Controlling Java with the Leap Motion

by Perry LaarakkersNovember 17, 2015

Leap Motion Controller

The Leap Motion Controller is a device that uses two cameras to track the hands and fingers. This makes it possible to use gestures for controlling the computer or applications. It is possible to buy or download applications through the Leap Motion app store, but there is also an SDK for different languages available to integrate the controller in your own application.

With this article I aim to give an insight in the usability of the Leap Motion Controller in combination with Java. For this I describe the controller and Java API itself and have written an example application which uses the controller. The application is written in Java and is available on github.

Functionality of the controller

The basic functionality for the controller and API is working without problems. This makes it possible to make the interaction with devices and computers more intuitive. In the next screenshot an example is shown from the supplied Visualizer application with the detected hands and fingers.


Limitations of the controller

The problems arise when the used gestures are too small or there is interference between objects or the hands. Because the controller uses two infrared cameras it is not possible to correctly detect the overlapping hands. The same problems exist for the fingers. If the fingers are not detected correctly the software tries to guess the location of the fingers. This is not always done correctly.

The software also has the possibility of detecting gestures like a swipe or a tap. Because these where limited and not always correctly detected these gestures where not used in my program.

Java integration

The SDK for Java works trough a jar file with JNI connections to OS specific native libraries. These are available trough the SDK so this requires some configuration in the build system like Maven or Gradle for including and releasing the build application. In my application Gradle is used so you can check the configuration for that build system.



The API starts with an Controller object to connect to the leap motion controller. This object is used to configure the settings like gesture detection and retrieve frames with the detection data from the device.

There are two methods for getting the frames from the controller. The first is adding a subclass of the Listener class to the controller which listens to events dispatched from the controller object. One of these events is the onFrame event which is called when a new frame is available.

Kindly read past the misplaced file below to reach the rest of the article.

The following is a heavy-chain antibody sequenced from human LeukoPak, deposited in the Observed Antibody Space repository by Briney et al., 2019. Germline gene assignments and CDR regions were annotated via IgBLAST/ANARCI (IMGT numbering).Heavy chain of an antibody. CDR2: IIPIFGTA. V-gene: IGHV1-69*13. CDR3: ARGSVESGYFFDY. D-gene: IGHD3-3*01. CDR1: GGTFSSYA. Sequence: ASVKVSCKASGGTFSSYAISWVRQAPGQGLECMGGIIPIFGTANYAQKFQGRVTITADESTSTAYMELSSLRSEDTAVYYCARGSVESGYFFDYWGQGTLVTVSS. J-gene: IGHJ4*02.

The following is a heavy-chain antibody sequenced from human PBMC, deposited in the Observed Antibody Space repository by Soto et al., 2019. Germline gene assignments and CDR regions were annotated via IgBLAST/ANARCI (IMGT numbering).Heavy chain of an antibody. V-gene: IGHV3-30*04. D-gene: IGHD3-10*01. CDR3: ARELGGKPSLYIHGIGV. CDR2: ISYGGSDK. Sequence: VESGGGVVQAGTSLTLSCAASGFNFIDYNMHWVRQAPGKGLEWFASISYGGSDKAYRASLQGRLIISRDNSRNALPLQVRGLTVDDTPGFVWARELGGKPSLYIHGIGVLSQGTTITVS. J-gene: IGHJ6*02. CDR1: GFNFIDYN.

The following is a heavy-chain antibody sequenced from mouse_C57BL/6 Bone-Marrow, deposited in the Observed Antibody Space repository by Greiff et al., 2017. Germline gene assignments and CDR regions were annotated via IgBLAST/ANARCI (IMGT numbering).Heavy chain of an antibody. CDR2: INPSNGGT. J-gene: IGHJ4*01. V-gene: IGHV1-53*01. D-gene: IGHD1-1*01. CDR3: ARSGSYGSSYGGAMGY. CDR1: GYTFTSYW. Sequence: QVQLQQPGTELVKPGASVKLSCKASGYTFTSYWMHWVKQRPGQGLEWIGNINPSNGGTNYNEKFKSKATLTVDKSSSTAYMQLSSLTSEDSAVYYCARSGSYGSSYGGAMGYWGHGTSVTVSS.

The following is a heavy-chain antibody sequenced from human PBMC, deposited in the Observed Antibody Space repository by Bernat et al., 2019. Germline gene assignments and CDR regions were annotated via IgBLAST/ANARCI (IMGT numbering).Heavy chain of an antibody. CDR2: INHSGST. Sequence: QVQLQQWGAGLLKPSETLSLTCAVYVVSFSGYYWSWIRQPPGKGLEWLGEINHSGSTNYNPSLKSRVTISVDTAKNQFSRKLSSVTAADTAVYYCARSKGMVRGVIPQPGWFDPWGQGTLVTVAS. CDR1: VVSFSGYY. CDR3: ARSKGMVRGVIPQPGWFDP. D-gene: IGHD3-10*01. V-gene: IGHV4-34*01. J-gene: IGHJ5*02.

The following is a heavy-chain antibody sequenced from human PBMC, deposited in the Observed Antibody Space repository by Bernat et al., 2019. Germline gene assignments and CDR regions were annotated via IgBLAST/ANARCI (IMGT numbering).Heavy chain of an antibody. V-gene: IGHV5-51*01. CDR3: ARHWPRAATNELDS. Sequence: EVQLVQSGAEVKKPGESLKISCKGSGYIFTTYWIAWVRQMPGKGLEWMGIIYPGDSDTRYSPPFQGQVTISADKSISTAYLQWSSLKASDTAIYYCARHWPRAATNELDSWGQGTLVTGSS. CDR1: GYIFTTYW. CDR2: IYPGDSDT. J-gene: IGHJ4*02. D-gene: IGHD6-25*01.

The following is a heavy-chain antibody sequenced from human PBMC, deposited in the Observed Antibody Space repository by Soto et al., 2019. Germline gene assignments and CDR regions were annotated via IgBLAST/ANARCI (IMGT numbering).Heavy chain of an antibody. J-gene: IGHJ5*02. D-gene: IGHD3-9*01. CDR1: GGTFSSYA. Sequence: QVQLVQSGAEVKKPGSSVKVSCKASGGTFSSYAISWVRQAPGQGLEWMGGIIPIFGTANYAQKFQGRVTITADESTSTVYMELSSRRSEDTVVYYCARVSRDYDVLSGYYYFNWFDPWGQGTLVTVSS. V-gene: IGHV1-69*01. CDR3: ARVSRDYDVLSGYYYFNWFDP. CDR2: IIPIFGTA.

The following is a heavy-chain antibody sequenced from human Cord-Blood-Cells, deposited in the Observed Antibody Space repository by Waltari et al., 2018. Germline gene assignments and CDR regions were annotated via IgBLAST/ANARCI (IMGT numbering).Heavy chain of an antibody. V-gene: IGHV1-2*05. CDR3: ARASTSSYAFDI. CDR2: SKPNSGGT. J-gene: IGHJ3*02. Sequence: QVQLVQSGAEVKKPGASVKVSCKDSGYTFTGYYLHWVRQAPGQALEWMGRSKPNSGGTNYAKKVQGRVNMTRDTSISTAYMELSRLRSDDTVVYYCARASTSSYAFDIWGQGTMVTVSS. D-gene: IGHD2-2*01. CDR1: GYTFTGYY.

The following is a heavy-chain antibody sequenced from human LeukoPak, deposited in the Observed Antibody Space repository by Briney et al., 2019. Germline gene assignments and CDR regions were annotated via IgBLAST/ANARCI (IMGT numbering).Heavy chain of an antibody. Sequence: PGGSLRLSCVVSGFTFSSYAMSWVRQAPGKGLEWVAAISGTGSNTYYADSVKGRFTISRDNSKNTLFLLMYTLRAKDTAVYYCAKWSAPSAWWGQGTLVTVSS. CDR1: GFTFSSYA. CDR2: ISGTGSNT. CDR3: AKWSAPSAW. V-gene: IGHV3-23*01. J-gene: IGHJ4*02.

public void onFrame (Controller controller){
    System.out.println("New Frame");

There are more events in the Listener like onConnect and onDeviceChange, but they are not important here.

The other way to receive frames is polling of the controller object with the frame method. This retrieves the latest available frame. you can use a parameter to return a number of previous frames. There are a maximum of 60 stored frames. This method is for instance useful for gesture detection.

Frame frame = controller.frame(); //The latest frame
Frame previous = controller.frame(1); //The previous frame

I use the polling method in combination with a TimerTask to retrieve the frames in intervals because the listener method gave problems after retrieving a couple a frames. Because the polling method worked I didn’t try to get the event based solution working.


The Frame represents a snapshot containing the tracked data from the controller. There are a number of methods that are present on most of the classes within the API that do not represent lists of objects.

public boolean isValid();

The controller can return invalid frames when returning a frame from the frame method. This is done so the methods on the frame can be called without a null check first. You should still check the isValid result so there is not much difference because an extra check is still needed. An example for when the controller returns an invalid frame is when you try to retrieve a too old frame from the controller.

public long id();

The id method returns the id of the current detected object so it is possible to see if the detected object like a hand is the same between different frames. For the frames this can be used to make sure the retrieved frame is different from the last retrieved frame.